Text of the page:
Let’s face it, many well meaning hunters make the investment in scent control clothing and gear to stay scent free, but do little to protect and preserve it. The hardworking hunter scrimps and saves, gets extra hours at work, picks up side jobs and, eventually, come August, he’s saved enough to invest in the newest, top of the line scent control clothing. The hunter wants to get his hard earned money’s worth, and wears his new gear constantly – at the convenience store, gas station, restaurant, kid’s sporting events – anywhere this excited hunter can be proudly seen throughout town sporting his new gear.
Often these same hunters somehow contaminate their gear, get winded by an animal, and give up on scent control altogether. This scenario is sadly often repeated again and again each fall. Our state of the art Trinity synthetic scent control technology is the industry’s finest, but even it has a maximum carrying capacity. Trinity will try to adsorb any odor it comes in contact with – at the store, gas station, football game, or truck. But eventually it will be “full”.
Later that fall, the long awaited cold snap happens in early November. One morning that giant buck the hunter has been after is ‘bird dogging’ a nearby bedding area. The hunter grabs his bow, confident in the shot that’s about to happen. But then, as if on cue, the buck freezes! Nose in the air, he is slightly downwind of the shaking hunter and smells something suspicious. The buck bolts, out of sight and out of the hunter’s life forever. Scratching his head, the hunter has to lay blame somewhere.
Here’s how we recommend scent free hunters store and transport their precious ScentBlocker gear. An entire topic in itself is the proper washing of apparel and accessories. In a nutshell, we recommend you follow these steps. First, clean out the washer and dryer! Yes, run a ‘dummy’ load through each with nothing but scent free detergent in the washer and scent free dryer sheets in the dryer along with a clean towel. Then, wash all your hunting clothes, scent control or otherwise, in our Trinity laundry detergent. This detergent is specially formulated to keep the pores of Trinity and Carbon alike from getting clogged and maintain top performance. Now… be careful to read labels. We recommend that all Trinity scent control gear be line dried, and THEN placed in the dryer to recharge. All other clothes such as socks, jeans, t-shirts, underwear, towels, wash cloths, etc. can be placed in the dryer directly after washing, but we like to see everyone air dry their Trinity gear first.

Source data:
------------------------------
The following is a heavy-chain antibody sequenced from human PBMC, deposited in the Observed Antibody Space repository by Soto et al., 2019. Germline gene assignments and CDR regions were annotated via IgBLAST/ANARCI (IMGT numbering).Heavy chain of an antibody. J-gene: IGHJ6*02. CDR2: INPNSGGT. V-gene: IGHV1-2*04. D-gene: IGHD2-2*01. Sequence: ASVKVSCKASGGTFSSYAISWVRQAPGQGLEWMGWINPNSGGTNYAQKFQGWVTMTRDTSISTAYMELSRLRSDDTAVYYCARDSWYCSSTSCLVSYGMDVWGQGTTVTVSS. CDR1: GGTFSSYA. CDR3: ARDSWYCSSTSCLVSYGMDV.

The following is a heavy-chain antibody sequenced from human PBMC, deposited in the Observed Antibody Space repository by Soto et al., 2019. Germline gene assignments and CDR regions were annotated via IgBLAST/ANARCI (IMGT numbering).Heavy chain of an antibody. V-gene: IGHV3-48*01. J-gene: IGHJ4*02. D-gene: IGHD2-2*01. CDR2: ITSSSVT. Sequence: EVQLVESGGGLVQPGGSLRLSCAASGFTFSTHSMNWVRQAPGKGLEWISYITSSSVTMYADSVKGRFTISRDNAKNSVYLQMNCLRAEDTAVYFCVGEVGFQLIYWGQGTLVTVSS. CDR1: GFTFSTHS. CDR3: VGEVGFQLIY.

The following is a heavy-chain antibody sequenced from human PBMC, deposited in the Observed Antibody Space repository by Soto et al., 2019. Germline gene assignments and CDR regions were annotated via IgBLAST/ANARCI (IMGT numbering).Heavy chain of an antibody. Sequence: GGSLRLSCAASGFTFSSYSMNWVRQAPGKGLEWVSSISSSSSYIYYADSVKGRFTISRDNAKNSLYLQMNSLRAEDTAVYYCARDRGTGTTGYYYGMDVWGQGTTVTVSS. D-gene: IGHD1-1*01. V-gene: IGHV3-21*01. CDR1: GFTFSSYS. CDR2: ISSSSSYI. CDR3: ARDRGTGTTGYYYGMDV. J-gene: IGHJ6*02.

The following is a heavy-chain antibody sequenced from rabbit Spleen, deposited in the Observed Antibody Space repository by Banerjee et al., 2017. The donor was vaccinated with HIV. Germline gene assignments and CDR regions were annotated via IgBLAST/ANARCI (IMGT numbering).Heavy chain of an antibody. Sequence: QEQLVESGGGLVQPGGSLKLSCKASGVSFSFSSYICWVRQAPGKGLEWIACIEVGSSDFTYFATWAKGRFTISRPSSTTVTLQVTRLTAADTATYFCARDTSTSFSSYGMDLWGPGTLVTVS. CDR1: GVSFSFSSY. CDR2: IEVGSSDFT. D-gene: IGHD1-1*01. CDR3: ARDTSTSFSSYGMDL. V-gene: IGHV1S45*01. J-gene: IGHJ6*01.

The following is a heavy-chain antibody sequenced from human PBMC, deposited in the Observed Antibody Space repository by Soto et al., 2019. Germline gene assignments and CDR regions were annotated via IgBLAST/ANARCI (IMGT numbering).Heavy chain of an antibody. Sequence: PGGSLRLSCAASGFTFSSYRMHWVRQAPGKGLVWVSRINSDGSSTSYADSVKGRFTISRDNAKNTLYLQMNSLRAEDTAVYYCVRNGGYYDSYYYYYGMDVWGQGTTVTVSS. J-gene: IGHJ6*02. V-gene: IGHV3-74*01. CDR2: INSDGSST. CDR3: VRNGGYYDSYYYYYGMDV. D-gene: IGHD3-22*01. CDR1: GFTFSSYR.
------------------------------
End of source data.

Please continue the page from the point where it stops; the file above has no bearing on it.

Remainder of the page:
Now after everything is properly washed, it’s time to discuss storage until you are in the field. For a variety of reasons, we recommend that everything be placed in our patented Compression Bags. Sold in kits with three different sizes, I place everything in these throughout the year, not just during the season. There are a couple key advantages to compression bags. First, they compress loads of gear down into a very small size, which saves space for travel and storage. Secondly, it keeps product from adsorbing odor from duffle bags, vehicles and during transport. In the smallest bag I place all of my laundry gear like scent free towels and washcloths. The medium sized bag holds clothing items like socks, underwear, rolled up jeans, sweatshirts, t-shirts, baselayers, etc…. The biggest bag holds my outer gear, such as my hats, gloves, whatever jacket and Spider Web I’m wearing at the time, boots, etc. The way my system works is the smaller the bag, the more often I wash, or replace. For instance, with my laundry gear, I may only use them a handful of times, if that much. So the smaller compression bag gets swapped out the most often. I keep several on hand so I’m not constantly doing laundry. (I don’t want my wife to get any crazy ideas!) The medium bag gets swapped maybe once a week, depending on how often I’m hunting and how warm it is. In the early season when I’m sweating a lot, these under clothes get contaminated quickly and get swapped out often. Also, I keep a few of these medium bags full of clothes on hand. Lastly if all goes well, I maybe wash my actual hunting gear from the biggest bag only a couple times each season. Usually I’m only swapping out the large bags when the weather changes, whereas by the time my early season gear needs washing, it’s cold enough to switch to mid season gear anyway.